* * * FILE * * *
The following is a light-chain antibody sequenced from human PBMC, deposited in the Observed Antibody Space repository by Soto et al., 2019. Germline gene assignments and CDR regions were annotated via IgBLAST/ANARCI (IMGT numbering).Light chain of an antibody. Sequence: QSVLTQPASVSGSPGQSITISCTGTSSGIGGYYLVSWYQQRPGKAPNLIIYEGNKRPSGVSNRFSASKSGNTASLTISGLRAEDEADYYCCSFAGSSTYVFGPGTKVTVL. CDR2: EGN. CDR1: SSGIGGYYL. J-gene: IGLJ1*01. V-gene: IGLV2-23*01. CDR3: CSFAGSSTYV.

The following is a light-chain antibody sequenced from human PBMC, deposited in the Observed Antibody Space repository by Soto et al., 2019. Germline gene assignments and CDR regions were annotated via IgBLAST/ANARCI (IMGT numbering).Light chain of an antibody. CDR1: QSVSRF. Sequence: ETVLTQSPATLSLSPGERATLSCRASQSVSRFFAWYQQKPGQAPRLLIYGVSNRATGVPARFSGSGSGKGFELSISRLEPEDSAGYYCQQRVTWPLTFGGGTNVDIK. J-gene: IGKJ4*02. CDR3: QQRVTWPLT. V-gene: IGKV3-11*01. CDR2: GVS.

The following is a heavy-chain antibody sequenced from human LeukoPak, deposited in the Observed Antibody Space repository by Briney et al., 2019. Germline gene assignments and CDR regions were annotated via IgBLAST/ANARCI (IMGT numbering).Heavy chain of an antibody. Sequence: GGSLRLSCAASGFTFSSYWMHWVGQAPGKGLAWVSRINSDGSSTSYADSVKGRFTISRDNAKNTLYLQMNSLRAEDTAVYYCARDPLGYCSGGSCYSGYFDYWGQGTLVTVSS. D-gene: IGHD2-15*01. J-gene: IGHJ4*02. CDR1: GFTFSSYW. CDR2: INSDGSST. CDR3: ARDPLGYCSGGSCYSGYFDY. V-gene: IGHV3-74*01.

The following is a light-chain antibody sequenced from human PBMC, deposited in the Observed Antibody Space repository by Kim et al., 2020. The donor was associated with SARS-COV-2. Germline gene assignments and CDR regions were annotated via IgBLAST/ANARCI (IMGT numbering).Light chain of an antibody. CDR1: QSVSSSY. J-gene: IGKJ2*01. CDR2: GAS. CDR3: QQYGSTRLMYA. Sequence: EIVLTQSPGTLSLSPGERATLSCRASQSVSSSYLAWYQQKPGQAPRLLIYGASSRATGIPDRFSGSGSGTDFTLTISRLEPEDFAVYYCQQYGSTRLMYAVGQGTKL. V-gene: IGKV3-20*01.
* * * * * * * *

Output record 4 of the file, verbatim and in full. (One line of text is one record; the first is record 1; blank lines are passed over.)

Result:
The following is a light-chain antibody sequenced from human PBMC, deposited in the Observed Antibody Space repository by Kim et al., 2020. The donor was associated with SARS-COV-2. Germline gene assignments and CDR regions were annotated via IgBLAST/ANARCI (IMGT numbering).Light chain of an antibody. CDR1: QSVSSSY. J-gene: IGKJ2*01. CDR2: GAS. CDR3: QQYGSTRLMYA. Sequence: EIVLTQSPGTLSLSPGERATLSCRASQSVSSSYLAWYQQKPGQAPRLLIYGASSRATGIPDRFSGSGSGTDFTLTISRLEPEDFAVYYCQQYGSTRLMYAVGQGTKL. V-gene: IGKV3-20*01.